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Loving Mary Leads to Loving Jesus

May 13, 2009

Today is the feast of Our Lady of Fatima. Here is a link to an article that tells part of the story and shows some lessons the author drew from it. Excerpts:

It was just under 100 years ago, in 1917, that three young children were out in the fields, near Fatima, Portugal, enjoying the sunshine while they prayed their rosary and watched their sheep. Theirs was a simple life, or at least it seems so from where I sit, bogged down with obligations and errands and the busy stuff of modern life.

. . .

Lucia, the oldest of the three children at ten, was known for her excellent memory, learning the catechism lessons and making her First Communion by age six and then becoming a catechist to others at nine. She was the youngest of her six siblings, and her two younger cousins, Francisco, age 8, and Jacinta, age 6, loved playing with her so much that they insisted on being included when Lucia was assigned the pasturing responsibilities with the sheep.

. . .

In May of 1916, sent to the shelter of an olive grove because of light rain, Lucia, Francisco, and Jacinta, had finished their lunch and rosary and were playing a game with pebbles when a strong wind made them look around. They saw a white light in the form of a young man, transparent, coming toward them. The children could say nothing, but only looked on as the man came closer.

The young man was the angel of peace, and during the three times he met with the children, once more in the summer and again in the fall of 1916, he taught them deeper reverence and specific prayers to pray for Portugal and the world. We can look back over the events and see this time of the angelic apparitions as a time of tutelage for the children, preparing them for what was to follow.

It was almost eight months after the last apparition of the angel, on May 13, 1917, feast of Our Lady of the Blessed Sacrament, when Mary first appeared to the children. They were pasturing their sheep in the Cova da Iria, or Cove of Irene, a hilly hollow owned by Lucia’s father, which was where, with one exception, that Mary would appear to the children on the six occasions in 1917 and to Lucia alone in 1920.

There was a strange light following what the children described as “lightening in a clear sky.” They were preparing to leave, thinking a storm was coming, when they saw a lady dressed in white. She was shining brighter than the sun, with clear and intense light coming off of her in rays, “just like a crystal goblet full of pure water when the fiery sun passes through it.” Lucia, Francisco, and Jacinta stopped, so near to the apparition that they were in the light surrounding the lady.

Lucia was the spokesman for the children, perhaps by virtue of her engaging personality and insatiable curiosity. She said that she felt no fear, only gladness and confident joy. The lady asked them to return on the thirteenth of each month for six months, and after a brief conversation, in which the lady charged them with praying the rosary every day to bring peace to the world, she left.

In May, 1917, World War I was in full throttle in Europe, ushering in a new kind of savagery in warfare. In Moscow, Lenin was preparing the revolution that would topple the Russian social order and eventually include nearly half the people on earth. In those circumstances, a visit from Mary bore the antidote to the evil of the planet. The rosary is a weapon in our prayer lives. Our Lady of Fatima asked simple shepherd children to end the war through their prayers.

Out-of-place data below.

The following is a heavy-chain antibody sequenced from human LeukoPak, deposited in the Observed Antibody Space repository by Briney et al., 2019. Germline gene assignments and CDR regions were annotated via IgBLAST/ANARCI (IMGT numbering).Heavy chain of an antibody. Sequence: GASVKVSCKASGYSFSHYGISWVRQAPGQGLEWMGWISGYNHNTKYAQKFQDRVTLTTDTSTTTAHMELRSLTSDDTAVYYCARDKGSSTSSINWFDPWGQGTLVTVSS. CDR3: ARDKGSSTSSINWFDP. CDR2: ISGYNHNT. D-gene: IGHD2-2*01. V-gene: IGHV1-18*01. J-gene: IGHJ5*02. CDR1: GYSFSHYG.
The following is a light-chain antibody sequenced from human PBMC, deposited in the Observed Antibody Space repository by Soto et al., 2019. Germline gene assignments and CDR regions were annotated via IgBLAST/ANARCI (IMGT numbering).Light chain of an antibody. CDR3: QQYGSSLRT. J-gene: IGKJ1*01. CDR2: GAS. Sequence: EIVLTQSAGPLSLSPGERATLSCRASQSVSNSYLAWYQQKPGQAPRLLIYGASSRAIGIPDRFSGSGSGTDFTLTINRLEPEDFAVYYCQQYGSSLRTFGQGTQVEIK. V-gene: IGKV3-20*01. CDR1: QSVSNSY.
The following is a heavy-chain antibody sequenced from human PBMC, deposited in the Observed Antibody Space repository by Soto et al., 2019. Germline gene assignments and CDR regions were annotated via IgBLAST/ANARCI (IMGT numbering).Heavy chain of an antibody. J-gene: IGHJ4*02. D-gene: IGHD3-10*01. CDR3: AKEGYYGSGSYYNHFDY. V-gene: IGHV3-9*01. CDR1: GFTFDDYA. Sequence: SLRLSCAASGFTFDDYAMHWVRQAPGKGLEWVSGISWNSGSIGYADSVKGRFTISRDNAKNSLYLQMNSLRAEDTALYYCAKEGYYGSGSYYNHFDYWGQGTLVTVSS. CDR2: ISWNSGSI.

Though the children were filled with excitement, Lucia cautioned them to keep the visit a secret. Jacinta, though, simply could not. In her seven-year-old world, this was too much to keep quiet, and she told her family. Her mother didn’t think much of it, her siblings teased her, but her father accepted it as true immediately, seeing the honesty of children and the simple workings of God. When Lucia’s mother heard the tale, though, she was furious with her daughter for inventing such a blasphemy, and used threats to no avail, trying to get her daughter to admit the fiction of the story. She took Lucia before the parish priest and only grew more and more upset with her daughter.

There was no dissuading Lucia, nor either of the other children. They went on June 13, and on each of the following months, just as the lady had requested. A parish festival, the biggest of the year, did not distract them in June, and an arrest in August didn’t either.

In each of her apparitions, Mary reminds the children to pray the rosary daily. She came to the children after the angel; she appeared only after they had been prepared and taught. Though children, Mary asked them to pray for peace in the world and an end to the war, and she had an expectation — a knowledge — that the prayers of these simple shepherd children would, in fact, make a difference.

There is much more in the article, including the insights of the author relating this story to her own life, but it doesn’t tell about the final apparition in October: “The Miracle of the Sun” or “The Day the Sun Danced” as the event is sometimes called. (See for more about that miraculous event and what happened after it.)

The article concludes in this way:

My God,
I believe,
I adore,
I hope,
and I love You.

I ask pardon
for those who do not believe,
do not adore,
do not hope,
and do not love You.

Prayer taught to Lucia, Francisco, and Jacinta by the Angel of Peace


Have discovered two other articles that dovetail with this one in different ways. You might find them interesting:

  • “Fatima and the Theology of the Body: Part I”

  • “Time to Think”

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